Head Shops and Whole Foods: Countercultural Retailers of the 1960s and 1970s

Saturday, January 9, 2016: 12:30 PM
Room 304 (Hilton Atlanta)
Joshua Clark Davis, University of Baltimore
This paper explores two businesses—heads shops and natural food stores—that blossomed in the late 1960 and 1970s and became major institutions of the era’s counterculture. Entrepreneurs who established these businesses sought to counter what they saw as America’s discriminatory, spiritually bankrupt, “alienating,” and “plastic” consumer culture of chain stores and modern industrial production. These enterprising hippies hoped their businesses would also serve as community centers in hippie hotbeds like Haight-Ashbury in San Francisco and the Lower East Side of New York City. Their staff and owners consequently provided an unofficial form of leadership in their respective hippie communities. The stores offered local residents message boards for housing and jobs, as well as the latest issues of underground newspapers. Unlike traditional retailers, they welcomed runaways, the long-haired, the unshowered, the shirtless, and the shoeless.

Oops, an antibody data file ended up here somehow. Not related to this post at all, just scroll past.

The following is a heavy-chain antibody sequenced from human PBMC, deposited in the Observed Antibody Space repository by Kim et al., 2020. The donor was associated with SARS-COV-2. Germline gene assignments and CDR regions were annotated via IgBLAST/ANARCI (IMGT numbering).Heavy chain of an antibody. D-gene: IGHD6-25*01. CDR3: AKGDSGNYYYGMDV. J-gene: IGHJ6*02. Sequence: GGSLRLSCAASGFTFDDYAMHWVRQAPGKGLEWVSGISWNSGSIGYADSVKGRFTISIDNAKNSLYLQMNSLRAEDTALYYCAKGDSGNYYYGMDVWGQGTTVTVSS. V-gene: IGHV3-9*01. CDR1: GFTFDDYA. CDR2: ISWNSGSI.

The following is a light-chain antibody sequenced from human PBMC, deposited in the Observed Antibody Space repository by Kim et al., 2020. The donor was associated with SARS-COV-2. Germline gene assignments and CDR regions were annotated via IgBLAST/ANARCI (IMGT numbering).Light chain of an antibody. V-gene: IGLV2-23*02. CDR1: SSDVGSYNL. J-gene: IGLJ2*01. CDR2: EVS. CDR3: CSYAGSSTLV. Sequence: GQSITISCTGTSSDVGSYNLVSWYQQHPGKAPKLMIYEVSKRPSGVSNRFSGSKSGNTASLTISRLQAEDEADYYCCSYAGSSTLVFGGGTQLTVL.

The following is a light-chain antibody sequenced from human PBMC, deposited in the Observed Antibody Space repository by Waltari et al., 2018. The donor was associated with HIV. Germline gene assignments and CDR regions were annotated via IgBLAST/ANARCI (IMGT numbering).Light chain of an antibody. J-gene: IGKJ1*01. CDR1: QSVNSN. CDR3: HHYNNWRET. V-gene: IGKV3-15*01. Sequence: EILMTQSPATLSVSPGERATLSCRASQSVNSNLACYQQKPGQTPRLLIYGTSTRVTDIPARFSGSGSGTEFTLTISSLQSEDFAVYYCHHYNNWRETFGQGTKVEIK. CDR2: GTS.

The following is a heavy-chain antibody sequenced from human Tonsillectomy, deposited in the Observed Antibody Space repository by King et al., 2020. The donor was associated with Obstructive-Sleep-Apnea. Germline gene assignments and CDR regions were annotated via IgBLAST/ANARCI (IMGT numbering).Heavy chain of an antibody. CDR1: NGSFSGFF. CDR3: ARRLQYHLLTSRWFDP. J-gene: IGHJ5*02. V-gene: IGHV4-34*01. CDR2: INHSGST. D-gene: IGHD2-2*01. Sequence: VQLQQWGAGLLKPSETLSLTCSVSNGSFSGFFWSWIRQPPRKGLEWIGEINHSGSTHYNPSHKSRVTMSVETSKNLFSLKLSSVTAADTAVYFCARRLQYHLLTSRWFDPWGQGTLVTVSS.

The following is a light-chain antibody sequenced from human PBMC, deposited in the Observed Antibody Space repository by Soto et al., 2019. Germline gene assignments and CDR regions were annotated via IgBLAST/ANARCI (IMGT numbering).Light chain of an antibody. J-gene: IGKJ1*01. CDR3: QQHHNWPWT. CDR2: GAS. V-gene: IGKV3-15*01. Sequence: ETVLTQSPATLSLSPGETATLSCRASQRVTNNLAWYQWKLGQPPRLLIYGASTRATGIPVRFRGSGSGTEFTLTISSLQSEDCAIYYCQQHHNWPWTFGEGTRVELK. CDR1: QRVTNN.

Head shops specialized in hand-made crafts, tie-dye textiles, posters, incense, and accessories for smoking marijuana. At natural foods stores, hippies and environmental activists bought and sold organic and unprocessed foods, championing such items because their products required far fewer pesticides, fossil fuels, and packaging than the items found at supermarkets.

Countercultural entrepreneurs and their consumers patronized these businesses in the hopes of building a less bureaucratic and less alienating consumer culture that was firmly based in local communities. Amid declining faith in traditional forms of public and institutional life, alternative retailers sought to expand the geography of American public life beyond church, school, and organizational meetings, with their retail stores doubling as community spaces for activists and politically conscious consumers. By the start of the ‘70s, however, some people in the counterculture had become deeply suspicious of these businesses and denounced them as “hip capitalists” who had been coopted by the larger forces of American business and popular culture.

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